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Back To Vidyya Childrenīs Social And Emotional Competence Critical To A Good Start In The Early Years Of School

New Reports From The National Institute Of Mental Health

As nearly 4 million children head off to kindergarten this week, a new report indicates that their social and emotional skills are as important for academic success as cognitive skills, such as knowing the ABCs and 1-2-3s. The report, commissioned by the Child Mental Health Foundations and Agencies Network (FAN), a group of private foundations and federal agencies, indicates that social and emotional school readiness is critical for young children's early school success-and may even set the stage for success later in life. This is a major advance in the understanding of what it takes to prepare a young child for school.

"As we begin this new millennium, the foundations and federal agencies that comprise FAN have joined together to insure that we make it a national priority for our young children to enter school socially and emotionally ready to learn, which sets the stage for their success in future life skills, such as those needed in the workplace," said Betty Hamburg, M.D., Visiting Professor, The Weill Medical College of Cornell University and Expert Consultant to FAN.

A socially and emotionally healthy, school-ready child has many, though not necessarily all, of the following characteristics: he or she is confident, friendly, has good peer relationships, tackles and persists at challenging tasks, has good language development, can communicate well, listens to instructions, and is attentive. Although these attributes seem obvious, they cannot be taken for granted, nor do they always develop naturally as a child increases in age. Those children who enter school without these basic social and emotional competencies are not ready to learn, are less likely to be successful in the early years of school and may face a cascade of behavioral, emotional and academic problems through out their young lives.

"This new report shows that it is just as important for children to be able to form good relationships with their peers and teachers as it is to decode spelling words and master the use of a crayon or pencil," said Peter Jensen, M.D., Director, Center for the Advancement of Children's Mental Health, Columbia University, and Expert Consultant to FAN. "Policy makers, early child care practitioners and parents must know that children's social and emotional readiness for school allows them to learn effectively."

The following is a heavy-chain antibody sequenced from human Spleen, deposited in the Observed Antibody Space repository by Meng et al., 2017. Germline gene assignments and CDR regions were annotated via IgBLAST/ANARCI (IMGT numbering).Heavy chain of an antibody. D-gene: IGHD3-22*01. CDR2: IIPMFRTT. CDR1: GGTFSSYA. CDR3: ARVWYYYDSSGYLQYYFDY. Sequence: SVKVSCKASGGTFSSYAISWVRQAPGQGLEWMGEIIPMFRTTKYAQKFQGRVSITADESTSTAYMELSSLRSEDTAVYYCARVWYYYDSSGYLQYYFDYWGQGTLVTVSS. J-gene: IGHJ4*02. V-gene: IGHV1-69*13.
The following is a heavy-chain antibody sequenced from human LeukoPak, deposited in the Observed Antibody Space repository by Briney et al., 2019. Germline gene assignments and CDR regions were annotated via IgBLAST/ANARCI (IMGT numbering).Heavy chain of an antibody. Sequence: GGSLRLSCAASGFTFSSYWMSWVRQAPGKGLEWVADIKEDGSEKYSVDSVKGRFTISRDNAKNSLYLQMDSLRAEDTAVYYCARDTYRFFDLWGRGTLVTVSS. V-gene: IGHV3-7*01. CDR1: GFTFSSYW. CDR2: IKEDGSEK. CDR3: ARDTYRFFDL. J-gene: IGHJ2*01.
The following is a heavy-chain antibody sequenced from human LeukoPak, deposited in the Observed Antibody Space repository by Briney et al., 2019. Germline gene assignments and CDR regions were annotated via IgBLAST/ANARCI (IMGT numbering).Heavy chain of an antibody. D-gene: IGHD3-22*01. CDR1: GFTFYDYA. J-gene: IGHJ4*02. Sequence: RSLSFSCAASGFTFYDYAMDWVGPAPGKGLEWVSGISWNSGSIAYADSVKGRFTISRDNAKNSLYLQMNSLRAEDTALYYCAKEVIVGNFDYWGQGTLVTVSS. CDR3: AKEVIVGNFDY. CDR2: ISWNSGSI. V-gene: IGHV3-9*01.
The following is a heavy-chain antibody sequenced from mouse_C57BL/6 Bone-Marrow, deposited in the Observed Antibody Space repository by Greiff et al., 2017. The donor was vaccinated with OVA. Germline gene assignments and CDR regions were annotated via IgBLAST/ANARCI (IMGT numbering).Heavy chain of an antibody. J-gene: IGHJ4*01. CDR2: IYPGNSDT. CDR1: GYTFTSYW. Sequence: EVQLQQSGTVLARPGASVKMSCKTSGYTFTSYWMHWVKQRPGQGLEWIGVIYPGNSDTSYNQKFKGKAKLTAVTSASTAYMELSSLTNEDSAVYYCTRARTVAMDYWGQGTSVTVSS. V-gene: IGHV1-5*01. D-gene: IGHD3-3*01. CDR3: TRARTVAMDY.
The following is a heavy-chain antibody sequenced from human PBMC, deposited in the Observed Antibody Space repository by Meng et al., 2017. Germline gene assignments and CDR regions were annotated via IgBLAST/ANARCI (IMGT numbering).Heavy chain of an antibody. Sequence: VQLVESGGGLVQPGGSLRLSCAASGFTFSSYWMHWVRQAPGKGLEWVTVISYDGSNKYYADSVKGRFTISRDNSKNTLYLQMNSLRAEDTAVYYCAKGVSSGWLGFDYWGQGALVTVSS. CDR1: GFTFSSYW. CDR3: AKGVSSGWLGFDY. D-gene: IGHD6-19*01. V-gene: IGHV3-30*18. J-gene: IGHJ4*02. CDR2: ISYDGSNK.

The report, A Good Beginning: Sending America's Children to School With the Social and Emotional Competence They Need to Succeed, is based on two papers commissioned by FAN that review the risk factors for early school problems and selected federal programs that address children's social and emotional readiness for school. The report identifies some of the risk factors linked to children's early school problems, such as ineffective parenting practices and the low socioeconomic status of the family. Other risk factors include a young child's low birth weight, poor cognitive functioning (the ability to learn), and early behavior problems (for a complete listing, see Huffman et. al).

"Strikingly, several of the risk factors for early school problems appear to be related to a child's difficulty in establishing and maintaining early, important relationships - relationships with their parents, peers, and teachers," said Lynne Huffman, M.D., Assistant Professor, Department of Pediatrics, Stanford University School of Medicine and author of the commissioned paper, Risk Factors for Academic and Behavioral Problems at the Beginning of School.